Bitcoin is a “bearer instrument” and, as such, it can only be spent by using secret (private) keys; if they are lost or stolen, there is no way to recover the associated Bitcoins. Safe management of the secret keys is therefore of paramount importance for Bitcoin holders, but such activity requires sophisticated technical skills and domain knowledge.
Secret keys are usually stored in “wallets”; however, “hot” (online, internet connected) wallets can be hacked, “cold” (offline, internet disconnected) wallets can be lost or stolen, and the passwords needed to gain access to wallets can simply be forgotten.
Consequently, individuals may be uncomfortable dealing with their Bitcoin holdings; even more if they consider issues such as inheritance and personal safety. Institutions too, they have the above security issues; moreover, they are often required by law and/or internal regulation to entrust the management of Bitcoin holdings to a specialized service provider. That’s why there are specialized companies offering professional Bitcoin custody services.
This is why CheckSig has decided to undertake a totally different approach designing its patent-pending transparent open protocol for Bitcoin custody.
CheckSig’s custody protocol is transparent by design
Our guiding principles
There are four main events happening in our custody process: deposit, withdrawal, proof-of-reserve, and disaster recovery. Before describing them in detail, it is important to know that three main parties are involved:
Furthermore, CheckSig custody process uses two wallets:
Both wallets are comprised of professional-grade hardware security module (HSM) devices, provided by leading manufacturers: currently, Ledger (the most reputable specialized vendor) and CryptoAdvance/Specter (the most technically advanced one).
HSM devices are used to provide the digital signatures required for a Bitcoin transaction. A HSM contains a secure element that perform the signatures using the secret keys without exposing them outside its own boundaries, so preventing the stealing of the keys even if the device is used in an unsecure or compromised environment.
In essence, deposit is very straightforward, with the Client just moving Bitcoins to an “address” provided by CheckSig and corresponding to the Frozen Wallet.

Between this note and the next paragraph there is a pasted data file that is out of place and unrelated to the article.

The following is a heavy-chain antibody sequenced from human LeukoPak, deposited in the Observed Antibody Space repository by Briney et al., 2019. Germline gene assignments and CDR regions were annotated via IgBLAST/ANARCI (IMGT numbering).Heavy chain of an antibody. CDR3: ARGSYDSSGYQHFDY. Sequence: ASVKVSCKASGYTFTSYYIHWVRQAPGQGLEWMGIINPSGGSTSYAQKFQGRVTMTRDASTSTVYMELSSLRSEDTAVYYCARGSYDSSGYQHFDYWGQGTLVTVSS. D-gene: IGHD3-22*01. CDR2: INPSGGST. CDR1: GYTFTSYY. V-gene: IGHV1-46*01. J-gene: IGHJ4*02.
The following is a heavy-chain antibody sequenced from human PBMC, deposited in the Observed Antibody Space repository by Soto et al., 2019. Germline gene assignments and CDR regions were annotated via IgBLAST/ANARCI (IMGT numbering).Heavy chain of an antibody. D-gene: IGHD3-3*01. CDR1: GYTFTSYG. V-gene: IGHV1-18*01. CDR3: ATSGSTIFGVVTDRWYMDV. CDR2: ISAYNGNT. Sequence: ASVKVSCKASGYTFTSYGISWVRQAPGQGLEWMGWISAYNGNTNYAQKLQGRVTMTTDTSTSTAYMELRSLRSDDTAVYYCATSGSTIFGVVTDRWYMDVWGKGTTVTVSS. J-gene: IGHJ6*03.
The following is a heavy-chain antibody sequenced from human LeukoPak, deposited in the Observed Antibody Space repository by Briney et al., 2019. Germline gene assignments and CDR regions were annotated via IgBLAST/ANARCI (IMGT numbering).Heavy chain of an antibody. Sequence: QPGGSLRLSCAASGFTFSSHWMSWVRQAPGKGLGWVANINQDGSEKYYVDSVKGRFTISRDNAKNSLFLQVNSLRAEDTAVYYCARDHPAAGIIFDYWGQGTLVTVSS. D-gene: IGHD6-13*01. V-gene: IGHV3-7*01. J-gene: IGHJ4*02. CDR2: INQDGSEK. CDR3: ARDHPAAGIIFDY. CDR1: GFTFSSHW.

In case of a new customer, before sending the Bitcoins it is necessary to sign a custody contract with CheckSig that, in turn, will comply to its “Know Your Client” and “Anti Money Laundering” duties.
When the coins are received in the Frozen Wallet, CheckSig traces their origin in order to verify if they have been involved in any illegal activity. CheckSig does not accept “fiat” currencies (e.g., Euros) or crypto-assets that are not Bitcoins (e.g., Ether). If a Client does not have Bitcoins, she must first purchase them on a crypto-exchange. When Bitcoins are in the Client’s possession, if he is not sufficiently familiar with the technical aspect of transferring them, he will be assisted in the process by CheckSig customer care personnel.
The withdrawal of Bitcoins back to the Client(s) usually happens on a monthly basis and it is free of charge; if they are urgently needed, an “instant liquidity” withdrawal is possible but with a charge.
The withdrawal process cannot be performed by CheckSig without involving the Federation, to reduce the risk of internal CheckSig wrongdoings. At the same time, the Federation cannot initiate a withdrawal process, only CheckSig can.
The withdrawal consists of two distinct Bitcoin transactions:
Differently from all other custodians that have access to all the assets all the time, CheckSig has direct access to Bitcoins only during the withdrawal process and only for the amounts being withdrawn. This being the only residual attack surface of the custody process, the withdrawal is insured by SATEC Underwriting (Cattolica Assicurazioni).
The “proof-of-reserve” is provided periodically as evidence to clients and auditors about the amount under custody and, crucially, to prove that CheckSig has not lost control of the Bitcoins being held in the Frozen Wallet.
On a periodic (usually monthly) basis, using the first transaction of the withdrawal process, the Bitcoins that have not been requested back by clients are moved from their current “address” within the Frozen Wallet, to another new “address” still within the Frozen Wallet. This spend-to-self transaction, being confirmed by the Bitcoin network, is public on the Bitcoin blockchain and is documented on the CheckSig website as “proof-of-reserve”.
A disaster recovery procedure is activated when:
A recovery transaction requires the digital signatures of two out of three (2-of-3) CheckSig recovery agents, provided using HSM recovery devices, each held in a different safety box in a different bank in a different city. More specifically, there are two different kind of recovery transactions: